Re-scheduling presents a more interesting scenario. Pathways for FDA approval of cannabis drugs or products will open up, but that won’t displace state markets. It’s hard to envision a scenario where all state products will be cleared from the market by the Feds in a massive national dragnet, while the FDA explores clinical trials for drugs, dietary supplements and other products containing cannabis. Not likely to happen. State-legal, licensed cannabis businesses employ hundreds of thousands, generate significant revenue for states, and are strictly regulated under comprehensive state laws. Plus, the Feds have not engaged in much, if any, enforcement activity of state-legal, licensed cannabis businesses while cannabis is still a Schedule I controlled substance; why would they start when the schedule is lower?
Re-scheduling also would not immediately create federal authorization for interstate commerce in cannabis. Cannabis would still be a controlled substance, illegal except under certain restrictions such as through a prescription and only then, after FDA approval. But it would make all state laws that require all cannabis sold in state to be produced in state more susceptible to legal challenge under the Dormant Commerce Clause to the U.S. Constitution. Those battles would, however, play out piecemeal. State-by-state, circuit-by-circuit, law-by-law, state laws could fall to commerce clause challenges (as has recently happened to Maine’s residency restriction in the U.S. Court of Appeals for the First Circuit), until eventually the U.S. Supreme does – or does not – issue a ruling. Vulnerable to challenge would be rules that are patently violative of the Commerce Clause (residency restrictions and sadly, a variation of residency restrictions, which are social equity licensing reservations for residents living in disproportionately impacted areas of a state), the hard cases such as rules requiring in-state production, testing, and sale, and the open questions, like state-specific testing, labeling, potency, and other standards.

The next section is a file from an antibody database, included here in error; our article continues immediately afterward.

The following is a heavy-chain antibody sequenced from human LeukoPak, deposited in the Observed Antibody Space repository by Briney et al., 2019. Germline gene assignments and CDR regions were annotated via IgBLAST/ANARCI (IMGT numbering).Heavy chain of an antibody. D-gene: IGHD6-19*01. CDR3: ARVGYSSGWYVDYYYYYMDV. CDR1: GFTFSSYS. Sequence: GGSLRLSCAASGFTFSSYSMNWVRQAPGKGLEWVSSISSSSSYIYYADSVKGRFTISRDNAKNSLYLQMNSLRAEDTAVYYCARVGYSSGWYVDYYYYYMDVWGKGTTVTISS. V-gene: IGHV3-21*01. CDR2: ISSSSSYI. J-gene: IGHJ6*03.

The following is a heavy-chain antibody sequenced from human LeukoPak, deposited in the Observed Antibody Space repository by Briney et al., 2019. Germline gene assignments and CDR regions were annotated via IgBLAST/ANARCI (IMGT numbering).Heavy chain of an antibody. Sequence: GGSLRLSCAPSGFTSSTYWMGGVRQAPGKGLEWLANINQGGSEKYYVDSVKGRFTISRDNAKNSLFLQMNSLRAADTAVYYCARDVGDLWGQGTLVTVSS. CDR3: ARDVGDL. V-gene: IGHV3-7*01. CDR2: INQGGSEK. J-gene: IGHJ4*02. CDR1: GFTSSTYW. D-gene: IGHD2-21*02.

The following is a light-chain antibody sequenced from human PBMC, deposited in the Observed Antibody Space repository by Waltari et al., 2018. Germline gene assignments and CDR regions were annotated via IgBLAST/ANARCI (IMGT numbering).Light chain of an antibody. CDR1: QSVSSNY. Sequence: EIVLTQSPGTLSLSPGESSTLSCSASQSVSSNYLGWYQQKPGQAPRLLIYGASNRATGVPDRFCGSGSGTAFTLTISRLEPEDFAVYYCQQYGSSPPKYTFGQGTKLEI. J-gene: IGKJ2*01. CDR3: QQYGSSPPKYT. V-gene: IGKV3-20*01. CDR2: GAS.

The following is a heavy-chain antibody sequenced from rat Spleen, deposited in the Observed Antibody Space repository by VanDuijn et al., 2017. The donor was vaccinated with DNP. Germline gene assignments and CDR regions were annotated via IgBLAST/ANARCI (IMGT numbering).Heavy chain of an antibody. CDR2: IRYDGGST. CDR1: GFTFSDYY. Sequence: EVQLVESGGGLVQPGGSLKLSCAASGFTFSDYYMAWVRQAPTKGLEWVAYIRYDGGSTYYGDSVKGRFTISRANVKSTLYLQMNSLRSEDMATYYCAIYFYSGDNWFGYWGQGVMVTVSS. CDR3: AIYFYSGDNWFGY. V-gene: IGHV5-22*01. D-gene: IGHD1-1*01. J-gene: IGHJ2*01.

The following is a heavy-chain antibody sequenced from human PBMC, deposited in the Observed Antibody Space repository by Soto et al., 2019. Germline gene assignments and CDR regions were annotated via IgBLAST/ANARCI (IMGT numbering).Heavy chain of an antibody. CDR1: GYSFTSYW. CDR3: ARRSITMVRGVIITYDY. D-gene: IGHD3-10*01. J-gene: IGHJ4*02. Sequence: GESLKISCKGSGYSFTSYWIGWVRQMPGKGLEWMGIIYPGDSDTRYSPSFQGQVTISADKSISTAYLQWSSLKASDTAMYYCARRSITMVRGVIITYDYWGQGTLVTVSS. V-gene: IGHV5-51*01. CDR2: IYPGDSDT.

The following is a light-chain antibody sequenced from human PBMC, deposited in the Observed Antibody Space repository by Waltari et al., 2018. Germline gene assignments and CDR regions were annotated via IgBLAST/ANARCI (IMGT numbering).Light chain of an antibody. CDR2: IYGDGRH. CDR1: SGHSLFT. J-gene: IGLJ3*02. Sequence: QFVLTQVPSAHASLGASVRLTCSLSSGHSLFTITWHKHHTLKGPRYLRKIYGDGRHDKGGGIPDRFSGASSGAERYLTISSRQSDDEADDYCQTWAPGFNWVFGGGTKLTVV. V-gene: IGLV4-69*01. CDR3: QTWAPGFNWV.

For this reason, most major trade groups believe cannabis will most safely and effectively be legalized through comprehensive legislation that defines permissible areas of state regulation, phases in interstate commerce once uniform national regulations and standards are passed, and preserves social equity mandates.
While the markets may love today’s news on the potential for executive branch re-scheduling/de-scheduling, it could be a case of be careful what you wish for.